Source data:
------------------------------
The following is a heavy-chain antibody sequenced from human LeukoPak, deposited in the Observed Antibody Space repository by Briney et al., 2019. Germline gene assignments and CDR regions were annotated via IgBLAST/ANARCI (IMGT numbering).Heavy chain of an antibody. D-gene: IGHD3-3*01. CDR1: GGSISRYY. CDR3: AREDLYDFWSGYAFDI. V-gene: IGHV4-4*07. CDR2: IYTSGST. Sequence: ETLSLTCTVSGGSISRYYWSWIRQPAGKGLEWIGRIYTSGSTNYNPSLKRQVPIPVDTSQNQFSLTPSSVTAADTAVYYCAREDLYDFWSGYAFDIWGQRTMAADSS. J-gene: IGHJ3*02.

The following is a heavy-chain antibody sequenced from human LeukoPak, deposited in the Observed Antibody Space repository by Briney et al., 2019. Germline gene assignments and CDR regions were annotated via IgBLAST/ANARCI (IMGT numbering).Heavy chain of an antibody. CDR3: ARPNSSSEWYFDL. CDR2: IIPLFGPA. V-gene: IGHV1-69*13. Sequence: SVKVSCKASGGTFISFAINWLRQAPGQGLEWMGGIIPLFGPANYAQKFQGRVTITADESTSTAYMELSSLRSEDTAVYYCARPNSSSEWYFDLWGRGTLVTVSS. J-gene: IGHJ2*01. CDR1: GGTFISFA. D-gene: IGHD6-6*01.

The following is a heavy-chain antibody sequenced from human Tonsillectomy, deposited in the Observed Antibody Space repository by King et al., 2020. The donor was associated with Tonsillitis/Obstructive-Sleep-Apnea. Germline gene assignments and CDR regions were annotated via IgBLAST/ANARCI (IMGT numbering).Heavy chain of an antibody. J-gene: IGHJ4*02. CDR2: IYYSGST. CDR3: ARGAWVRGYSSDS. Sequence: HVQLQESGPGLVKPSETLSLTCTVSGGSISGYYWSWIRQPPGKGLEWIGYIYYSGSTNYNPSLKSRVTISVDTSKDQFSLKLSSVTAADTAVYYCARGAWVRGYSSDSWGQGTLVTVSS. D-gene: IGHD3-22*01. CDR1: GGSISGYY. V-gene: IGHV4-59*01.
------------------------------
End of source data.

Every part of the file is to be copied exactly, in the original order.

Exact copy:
The following is a heavy-chain antibody sequenced from human LeukoPak, deposited in the Observed Antibody Space repository by Briney et al., 2019. Germline gene assignments and CDR regions were annotated via IgBLAST/ANARCI (IMGT numbering).Heavy chain of an antibody. D-gene: IGHD3-3*01. CDR1: GGSISRYY. CDR3: AREDLYDFWSGYAFDI. V-gene: IGHV4-4*07. CDR2: IYTSGST. Sequence: ETLSLTCTVSGGSISRYYWSWIRQPAGKGLEWIGRIYTSGSTNYNPSLKRQVPIPVDTSQNQFSLTPSSVTAADTAVYYCAREDLYDFWSGYAFDIWGQRTMAADSS. J-gene: IGHJ3*02.

The following is a heavy-chain antibody sequenced from human LeukoPak, deposited in the Observed Antibody Space repository by Briney et al., 2019. Germline gene assignments and CDR regions were annotated via IgBLAST/ANARCI (IMGT numbering).Heavy chain of an antibody. CDR3: ARPNSSSEWYFDL. CDR2: IIPLFGPA. V-gene: IGHV1-69*13. Sequence: SVKVSCKASGGTFISFAINWLRQAPGQGLEWMGGIIPLFGPANYAQKFQGRVTITADESTSTAYMELSSLRSEDTAVYYCARPNSSSEWYFDLWGRGTLVTVSS. J-gene: IGHJ2*01. CDR1: GGTFISFA. D-gene: IGHD6-6*01.

The following is a heavy-chain antibody sequenced from human Tonsillectomy, deposited in the Observed Antibody Space repository by King et al., 2020. The donor was associated with Tonsillitis/Obstructive-Sleep-Apnea. Germline gene assignments and CDR regions were annotated via IgBLAST/ANARCI (IMGT numbering).Heavy chain of an antibody. J-gene: IGHJ4*02. CDR2: IYYSGST. CDR3: ARGAWVRGYSSDS. Sequence: HVQLQESGPGLVKPSETLSLTCTVSGGSISGYYWSWIRQPPGKGLEWIGYIYYSGSTNYNPSLKSRVTISVDTSKDQFSLKLSSVTAADTAVYYCARGAWVRGYSSDSWGQGTLVTVSS. D-gene: IGHD3-22*01. CDR1: GGSISGYY. V-gene: IGHV4-59*01.